Many people have heard of a 401(k), but few have heard of a 401(h). This post will discuss one of the best-kept secrets in medical expense plans: the 401(h) account.
But understanding how the accounts work can be complex. There are just not many administrators or providers in the marketplace.
So, what is a medical expense account under Code Section 401(h)? How do 401(h) plans work? In this post, we will take a close look at how it works.
Table of contents
What is a 401(h) account?
A 401(h) is not a separate plan but an “add-on” to a defined benefit plan. A 401(h) account is an efficient and effective way for a company to fund health benefits to retired employees.
Specified contributions to the account are tax-deductible. Also, earnings in the account grow tax-free. Medical benefits paid are not taxable to the retiree as long as the expenses are qualified medical expenses.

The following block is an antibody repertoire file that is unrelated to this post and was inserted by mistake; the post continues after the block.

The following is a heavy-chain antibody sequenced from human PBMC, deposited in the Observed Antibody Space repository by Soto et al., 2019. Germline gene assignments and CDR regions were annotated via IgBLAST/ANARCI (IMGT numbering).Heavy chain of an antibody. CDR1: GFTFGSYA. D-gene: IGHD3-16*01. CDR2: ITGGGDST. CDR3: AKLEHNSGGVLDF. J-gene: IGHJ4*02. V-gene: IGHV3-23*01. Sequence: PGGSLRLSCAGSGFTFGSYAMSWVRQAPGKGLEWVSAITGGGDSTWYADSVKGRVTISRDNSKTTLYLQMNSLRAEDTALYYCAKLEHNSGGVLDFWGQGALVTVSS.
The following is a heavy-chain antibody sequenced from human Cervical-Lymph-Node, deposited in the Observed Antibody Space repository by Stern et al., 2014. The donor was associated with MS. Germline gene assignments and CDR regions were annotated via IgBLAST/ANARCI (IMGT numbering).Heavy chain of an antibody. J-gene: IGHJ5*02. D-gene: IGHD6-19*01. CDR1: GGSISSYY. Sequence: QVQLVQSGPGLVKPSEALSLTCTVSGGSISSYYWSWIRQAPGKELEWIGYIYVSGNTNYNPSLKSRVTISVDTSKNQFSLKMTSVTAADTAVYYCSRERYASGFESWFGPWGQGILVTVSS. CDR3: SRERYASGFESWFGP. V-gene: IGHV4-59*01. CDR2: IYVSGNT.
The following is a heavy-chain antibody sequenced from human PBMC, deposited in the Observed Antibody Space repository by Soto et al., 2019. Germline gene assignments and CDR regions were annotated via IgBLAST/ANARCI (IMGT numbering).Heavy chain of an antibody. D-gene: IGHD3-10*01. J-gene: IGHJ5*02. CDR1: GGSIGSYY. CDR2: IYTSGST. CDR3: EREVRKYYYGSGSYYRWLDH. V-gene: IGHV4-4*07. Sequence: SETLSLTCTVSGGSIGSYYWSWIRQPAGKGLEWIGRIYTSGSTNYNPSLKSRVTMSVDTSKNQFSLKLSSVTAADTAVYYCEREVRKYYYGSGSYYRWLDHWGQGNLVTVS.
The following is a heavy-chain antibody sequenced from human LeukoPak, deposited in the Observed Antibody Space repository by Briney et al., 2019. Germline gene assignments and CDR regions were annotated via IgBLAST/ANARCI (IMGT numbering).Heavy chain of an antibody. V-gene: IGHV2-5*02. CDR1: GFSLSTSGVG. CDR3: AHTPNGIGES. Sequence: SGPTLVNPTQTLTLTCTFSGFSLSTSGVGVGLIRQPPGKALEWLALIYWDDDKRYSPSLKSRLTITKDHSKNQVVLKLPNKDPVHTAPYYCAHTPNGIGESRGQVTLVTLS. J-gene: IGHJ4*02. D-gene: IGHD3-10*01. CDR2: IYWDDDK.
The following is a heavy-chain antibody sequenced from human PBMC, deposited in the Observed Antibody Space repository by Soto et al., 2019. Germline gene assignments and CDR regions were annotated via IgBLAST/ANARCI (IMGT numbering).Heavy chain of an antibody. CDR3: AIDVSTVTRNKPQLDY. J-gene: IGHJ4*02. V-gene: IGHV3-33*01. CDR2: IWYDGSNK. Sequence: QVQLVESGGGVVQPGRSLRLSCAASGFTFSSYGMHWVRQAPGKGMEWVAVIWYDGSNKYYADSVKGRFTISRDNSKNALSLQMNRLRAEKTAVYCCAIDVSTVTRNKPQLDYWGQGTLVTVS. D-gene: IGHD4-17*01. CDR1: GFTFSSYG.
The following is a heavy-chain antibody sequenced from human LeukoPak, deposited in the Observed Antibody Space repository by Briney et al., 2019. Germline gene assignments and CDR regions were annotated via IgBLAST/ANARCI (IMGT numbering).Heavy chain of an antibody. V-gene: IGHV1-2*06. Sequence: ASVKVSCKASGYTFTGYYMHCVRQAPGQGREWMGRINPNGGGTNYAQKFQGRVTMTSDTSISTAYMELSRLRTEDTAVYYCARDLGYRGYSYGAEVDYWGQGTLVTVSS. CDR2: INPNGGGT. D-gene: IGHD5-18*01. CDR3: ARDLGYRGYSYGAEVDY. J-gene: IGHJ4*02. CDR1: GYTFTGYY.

A 401(h) is similar to a Health Savings Account (HSA), but they have higher contribution limits. However, there are some challenges that employers face when establishing a 401(h) account.
Under Code Section 401(h), the term retired means that the employee has met eligibility to receive benefits under the plan or the employee is considered retired due to permanent disability. 401(h) benefits are only available if the employee retires from the company. No 401(h) benefits are available before retirement.
What are the 401(h) medical benefits?
401(h) benefits are made to reimburse post-retirement medical expenses that are not covered by insurance or Medicare. This includes insurance premiums, prescriptions, co-pays, dental costs, and long-term care as defined by the 401h administrators.